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Caesars to Rebrand William Hill Sportsbooks in Takeover


Caesars Entertainment has revealed its intention to rebrand William Hill’s retail and online sportsbooks following completion of its $4bn takeover of the company last month. [Image: Shutterstock.com]

Ready for a Caesars makeover

Last month, Caesars Entertainment completed its long-awaited acquisition of William Hill in a deal worth around $4bn. Tom Reeg, CEO of Caesars Entertainment, has this week shed some light on the operator’s plans following that takeover.

the online offering will go by the name Caesars Sports

Speaking with investors during the company’s Q1 earnings conference call on Wednesday, Reeg confirmed plans for a complete rebrand of William Hill’s retail and online sports betting operations. The company’s land-based sportsbook will take the name Caesars, while the online offering will go by the name Caesars Sports.

Caesars intends to complete the rebrand before the launch of the new NFL season in September, according to the CEO. Once the company has rebranded its sportsbooks to the Caesars name, it intends to merge both its apps on William Hill’s platform with a single wallet solution. Reeg also said the sports betting business will tie into the Caesars Reward database.

High ambitions in sports betting

Reeg detailed various other aspects to the William Hill takeover during Wednesday’s conference call, expressing confidence in the company’s chances of sports betting success.

$100m in free cash flow currently generated by Ceasars each month

Sharing plans for betting expansion, the chief executive described a “great correlation” between spend and market share. He pointed to the $100m in free cash flow currently generated by Ceasars each month, some of which will go towards sports betting expansion in multiple states.

Reeg also noted the benefits of existing content deals with various sports organizations and media companies. He said Caesars will utilize these agreements, such as its partnership with the NFL signed last month, to further its goals in US sports betting.

Prepared to offload non-US assets

Upon receiving Nevada approval for the William Hill acquisition in March, Reeg described Caesars as a “domestic company,” affirming the operator’s commitment to US sports betting. As a result, the chief executive outlined plans to sell William Hill’s international assets once the deal reached completion.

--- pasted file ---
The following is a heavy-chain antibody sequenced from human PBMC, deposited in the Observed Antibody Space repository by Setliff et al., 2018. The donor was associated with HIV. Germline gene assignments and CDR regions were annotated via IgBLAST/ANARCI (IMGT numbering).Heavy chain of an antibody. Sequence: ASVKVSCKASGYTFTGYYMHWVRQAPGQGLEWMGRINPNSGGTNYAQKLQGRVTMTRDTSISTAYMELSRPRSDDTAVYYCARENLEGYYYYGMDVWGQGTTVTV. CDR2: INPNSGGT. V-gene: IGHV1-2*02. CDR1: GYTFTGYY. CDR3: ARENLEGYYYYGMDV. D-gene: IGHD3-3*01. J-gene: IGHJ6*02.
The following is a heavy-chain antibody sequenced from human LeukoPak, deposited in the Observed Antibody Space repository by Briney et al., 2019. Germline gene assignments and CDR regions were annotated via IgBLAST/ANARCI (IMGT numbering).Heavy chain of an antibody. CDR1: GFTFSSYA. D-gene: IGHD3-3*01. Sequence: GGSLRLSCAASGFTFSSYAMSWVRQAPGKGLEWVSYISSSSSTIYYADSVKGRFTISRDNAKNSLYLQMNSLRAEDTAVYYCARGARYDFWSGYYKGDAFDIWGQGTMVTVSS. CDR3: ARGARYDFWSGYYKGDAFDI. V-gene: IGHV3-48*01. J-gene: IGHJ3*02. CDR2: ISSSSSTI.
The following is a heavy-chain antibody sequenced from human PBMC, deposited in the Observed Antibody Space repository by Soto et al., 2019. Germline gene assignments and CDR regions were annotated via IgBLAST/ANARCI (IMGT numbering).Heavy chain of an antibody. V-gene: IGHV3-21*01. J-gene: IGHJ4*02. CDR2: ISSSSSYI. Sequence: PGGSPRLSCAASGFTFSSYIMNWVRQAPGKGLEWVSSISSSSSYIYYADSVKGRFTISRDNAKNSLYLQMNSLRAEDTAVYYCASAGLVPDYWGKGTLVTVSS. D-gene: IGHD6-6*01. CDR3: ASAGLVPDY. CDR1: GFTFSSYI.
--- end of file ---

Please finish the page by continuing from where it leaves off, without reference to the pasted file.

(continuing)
During the conference call, Reeg confirmed the company will go ahead with those plans in the next two months. The casino giant will search for a suitable buyer over the rest of the year with the intention to close a deal within 12 months. Caesars expects to raise an estimated $2bn through the sales.

I can deploy that capital into business that I know will drive better returns to shareholders.”

Explaining the decision to sell, Reeg told investors that Caesars’ strength does not lie within non-US digital business. “I can tell you that there are almost certainly people out there that will do it better than us and see opportunity there,” he said. “And I can deploy that capital into business that I know will drive better returns to shareholders.”

Vegas casino sale to go ahead

It’s not just William Hill’s assets that could go up for sale. Since completing its $17.3bn merger with Eldorado Resorts in July 2020, Caesars officials have backed plans to sell one of the operator’s eight casinos on the Las Vegas Strip. On Wednesday, Reeg confirmed that the operator still intends to follow through on this.

The CEO suggested that the sale could go ahead at some point next year, but explained that the company intends to wait until the market rebounds following the COVID-19 pandemic. He said: “We remain convinced that it does not make sense for us to market an asset until we can market it off the cash flow that we’re doing with it, not off a bridge to what we think we can do with it.”

According to the company’s Q1 results, Caesars’ Las Vegas revenue fell by 40% year-on-year for the first three months of 2021, to a total of $497m. In total, the operator posted a net loss of $423m, while net revenue fell 7% from 2020 levels.



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